Practicing with Unwanted Food

Once the Blessed One had renounced the home life and taken up the wandering life of a mendicant monk, he set out for Rājagaha. There he met King Bimbisāra, who apparently offered him power and wealth. On some accounts, King Bimbisāra even offered him his entire kingdom. The Blessed One declined and continued on with his striving. But not without a little unwanted food.

Before the encounter with King Bimbisāra took place, the Blessed One went on an alms round. After collecting a number of scraps of food, he knew, “This will be enough to sustain my body.” Seated next to Mount Pandava, the Blessed One began to eat his meal.

The food did not sit well with the Blessed One. His stomach turned and he was about to throw-up. Having grown up with the luxuries of a well off home life, the Blessed One was not prepared for the unappealing leftovers placed in his bowl. It was then that he admonished himself thus:

Siddhattha, you were born into a family where food and drink could easily be obtained, into a state of life in which [you] could eat fragrant three-year-old rice with various [foods of] the finest taste, and when you saw a person dressed in rags you thought: ‘At some time will I too be like that man and eat by begging food? Will I have such an opportunity?’ And then you renounced the world. What is this you are doing now?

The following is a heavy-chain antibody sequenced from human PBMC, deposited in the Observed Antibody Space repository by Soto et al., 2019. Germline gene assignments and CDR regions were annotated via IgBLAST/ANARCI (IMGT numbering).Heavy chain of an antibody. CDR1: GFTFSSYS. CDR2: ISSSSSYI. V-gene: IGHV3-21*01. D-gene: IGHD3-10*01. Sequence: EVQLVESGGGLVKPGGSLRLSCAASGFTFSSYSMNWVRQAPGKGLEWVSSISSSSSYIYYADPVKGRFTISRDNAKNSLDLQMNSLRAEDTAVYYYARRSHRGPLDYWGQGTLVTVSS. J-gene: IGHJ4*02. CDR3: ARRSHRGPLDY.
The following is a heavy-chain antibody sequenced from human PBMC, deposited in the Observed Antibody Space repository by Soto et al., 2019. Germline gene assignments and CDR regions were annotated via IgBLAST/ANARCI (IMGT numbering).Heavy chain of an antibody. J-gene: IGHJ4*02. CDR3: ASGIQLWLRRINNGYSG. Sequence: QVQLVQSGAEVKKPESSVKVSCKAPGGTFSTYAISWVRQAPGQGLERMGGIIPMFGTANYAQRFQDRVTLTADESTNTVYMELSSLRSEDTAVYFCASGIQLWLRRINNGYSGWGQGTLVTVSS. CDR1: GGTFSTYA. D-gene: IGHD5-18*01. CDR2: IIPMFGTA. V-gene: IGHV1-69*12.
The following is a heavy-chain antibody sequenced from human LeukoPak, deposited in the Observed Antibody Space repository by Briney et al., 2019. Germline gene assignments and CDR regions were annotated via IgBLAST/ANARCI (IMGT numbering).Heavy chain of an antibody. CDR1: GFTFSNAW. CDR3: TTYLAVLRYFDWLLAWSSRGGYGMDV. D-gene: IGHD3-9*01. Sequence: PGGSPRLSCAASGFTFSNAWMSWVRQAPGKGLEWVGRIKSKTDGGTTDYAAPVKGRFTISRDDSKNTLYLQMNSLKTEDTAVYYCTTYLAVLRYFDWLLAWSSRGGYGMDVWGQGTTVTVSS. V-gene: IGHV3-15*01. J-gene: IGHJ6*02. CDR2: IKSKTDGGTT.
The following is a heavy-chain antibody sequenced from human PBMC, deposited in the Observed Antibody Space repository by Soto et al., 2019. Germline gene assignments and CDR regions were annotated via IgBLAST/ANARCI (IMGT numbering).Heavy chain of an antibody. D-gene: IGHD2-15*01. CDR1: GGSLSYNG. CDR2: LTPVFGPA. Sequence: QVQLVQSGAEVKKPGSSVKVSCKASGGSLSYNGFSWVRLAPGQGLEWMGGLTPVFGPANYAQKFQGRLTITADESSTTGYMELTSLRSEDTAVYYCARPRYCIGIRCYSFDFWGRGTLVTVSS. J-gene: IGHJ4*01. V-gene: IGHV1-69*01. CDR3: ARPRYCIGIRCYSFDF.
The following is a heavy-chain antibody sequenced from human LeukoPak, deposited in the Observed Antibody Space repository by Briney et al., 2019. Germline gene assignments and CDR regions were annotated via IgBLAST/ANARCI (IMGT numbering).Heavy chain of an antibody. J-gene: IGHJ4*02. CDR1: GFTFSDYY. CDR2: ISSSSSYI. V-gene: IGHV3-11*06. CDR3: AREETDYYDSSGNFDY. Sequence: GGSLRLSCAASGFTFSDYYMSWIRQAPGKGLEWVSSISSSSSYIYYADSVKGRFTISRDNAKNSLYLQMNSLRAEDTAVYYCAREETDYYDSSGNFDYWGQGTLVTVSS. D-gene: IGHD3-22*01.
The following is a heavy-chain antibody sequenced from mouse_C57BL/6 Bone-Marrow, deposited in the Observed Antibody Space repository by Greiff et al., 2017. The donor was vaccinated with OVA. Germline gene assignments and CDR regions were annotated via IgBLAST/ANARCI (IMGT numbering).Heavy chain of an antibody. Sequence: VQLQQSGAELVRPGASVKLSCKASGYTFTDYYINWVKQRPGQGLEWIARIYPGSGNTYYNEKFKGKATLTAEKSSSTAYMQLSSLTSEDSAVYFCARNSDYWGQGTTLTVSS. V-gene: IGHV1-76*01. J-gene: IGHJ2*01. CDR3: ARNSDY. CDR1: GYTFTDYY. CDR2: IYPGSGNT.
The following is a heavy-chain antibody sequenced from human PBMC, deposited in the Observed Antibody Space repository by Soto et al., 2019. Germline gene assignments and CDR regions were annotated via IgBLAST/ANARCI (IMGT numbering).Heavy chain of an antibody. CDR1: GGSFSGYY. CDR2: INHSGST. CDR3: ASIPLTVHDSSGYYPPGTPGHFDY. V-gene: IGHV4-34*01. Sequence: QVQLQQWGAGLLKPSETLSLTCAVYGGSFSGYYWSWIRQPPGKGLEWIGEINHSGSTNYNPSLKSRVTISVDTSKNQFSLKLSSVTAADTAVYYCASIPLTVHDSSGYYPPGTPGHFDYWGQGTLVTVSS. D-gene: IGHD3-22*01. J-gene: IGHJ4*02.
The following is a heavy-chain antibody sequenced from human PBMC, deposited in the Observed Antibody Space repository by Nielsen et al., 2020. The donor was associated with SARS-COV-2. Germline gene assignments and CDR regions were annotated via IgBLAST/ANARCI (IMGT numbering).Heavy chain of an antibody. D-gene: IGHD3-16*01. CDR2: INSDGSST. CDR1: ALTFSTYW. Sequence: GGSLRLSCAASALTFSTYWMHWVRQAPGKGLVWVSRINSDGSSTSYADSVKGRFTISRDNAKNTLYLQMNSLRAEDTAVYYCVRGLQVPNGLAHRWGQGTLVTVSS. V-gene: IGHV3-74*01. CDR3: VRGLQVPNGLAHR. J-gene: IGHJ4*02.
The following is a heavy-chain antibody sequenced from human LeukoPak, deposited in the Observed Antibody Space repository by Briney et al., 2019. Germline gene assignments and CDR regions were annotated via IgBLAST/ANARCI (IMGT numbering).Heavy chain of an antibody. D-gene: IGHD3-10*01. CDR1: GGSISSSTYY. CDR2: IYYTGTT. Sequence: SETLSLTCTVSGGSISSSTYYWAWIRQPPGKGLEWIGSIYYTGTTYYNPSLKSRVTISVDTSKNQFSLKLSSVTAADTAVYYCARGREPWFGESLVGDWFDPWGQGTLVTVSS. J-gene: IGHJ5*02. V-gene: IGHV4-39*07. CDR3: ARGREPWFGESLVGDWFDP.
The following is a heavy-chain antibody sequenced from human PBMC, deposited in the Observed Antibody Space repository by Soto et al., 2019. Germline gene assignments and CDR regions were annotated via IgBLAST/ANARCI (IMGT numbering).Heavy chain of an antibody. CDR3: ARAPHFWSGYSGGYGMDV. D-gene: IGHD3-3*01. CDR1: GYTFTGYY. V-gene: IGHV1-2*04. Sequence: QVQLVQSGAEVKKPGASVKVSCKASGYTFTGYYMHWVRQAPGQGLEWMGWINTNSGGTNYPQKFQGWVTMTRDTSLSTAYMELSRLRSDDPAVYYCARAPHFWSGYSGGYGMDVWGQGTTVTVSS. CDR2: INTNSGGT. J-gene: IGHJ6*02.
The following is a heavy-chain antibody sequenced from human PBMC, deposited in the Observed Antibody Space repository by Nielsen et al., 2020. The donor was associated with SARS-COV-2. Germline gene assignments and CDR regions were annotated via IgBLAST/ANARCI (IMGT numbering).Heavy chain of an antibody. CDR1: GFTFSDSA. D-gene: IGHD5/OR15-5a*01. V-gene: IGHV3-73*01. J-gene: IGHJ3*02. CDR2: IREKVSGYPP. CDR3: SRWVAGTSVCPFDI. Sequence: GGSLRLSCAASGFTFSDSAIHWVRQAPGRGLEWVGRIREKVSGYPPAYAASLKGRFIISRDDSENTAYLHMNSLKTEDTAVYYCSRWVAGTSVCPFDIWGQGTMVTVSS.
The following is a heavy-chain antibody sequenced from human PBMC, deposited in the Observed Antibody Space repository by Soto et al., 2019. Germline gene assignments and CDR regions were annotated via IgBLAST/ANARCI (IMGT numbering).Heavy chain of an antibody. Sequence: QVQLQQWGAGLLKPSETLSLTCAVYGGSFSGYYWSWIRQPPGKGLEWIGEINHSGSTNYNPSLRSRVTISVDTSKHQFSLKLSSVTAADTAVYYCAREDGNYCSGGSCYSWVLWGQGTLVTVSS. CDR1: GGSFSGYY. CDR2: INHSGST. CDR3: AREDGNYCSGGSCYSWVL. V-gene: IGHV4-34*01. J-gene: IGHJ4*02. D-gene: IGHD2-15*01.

As he thus admonished himself, his trembling stopped, and he ate all the food.

I could go on and on about my unwanted, unappetizing, and unexpected foods.  Some of these are family related, some work related, some literally having to do with food!

But the one that continually arises for me on a daily basis is sitting meditation. When my alarm goes off in the morning, my first thoughts are usually about sleeping longer and my first feelings are usually sluggishness and drowsiness. I definitely don’t spring at the food that awaits me! Some days, I turn down the food. Others, I dress it up with a cold shower, or a step outside, or a cup of black tea. And on some days, I take what arises as it is.

What unwanted, unappetizing, or unexpected food have you been given lately? And what did you do with it? Did you put it aside, looking for something wanted, appetizing, or expected? Did you dress it up? Or did you eat it as it is?

May we strive to be with all that arises, all that is present, and all that passes away with gratitude, compassion, equanimity, and joy! Thank you for reading!

(Note: The story about the Buddha related here can be found in the Nidānakathā. My presentation is a paraphrase of Nakamura’s recounting of this story as well as other information regarding the Buddha’s meeting with King Bimbisāra, all of which can be found in Gotama Buddha: A Biography Based on the Most Reliable Texts, Volume I, pages 120 – 125.)

One thought on “Practicing with Unwanted Food”

  1. It’s not always easy to perceive what will nourish us.

    And even if we can get a belly full of nourishment, what will we do with that energy?

    Zen Master Seung Sahn used to say, “You eat good food all your life. Then you die.”

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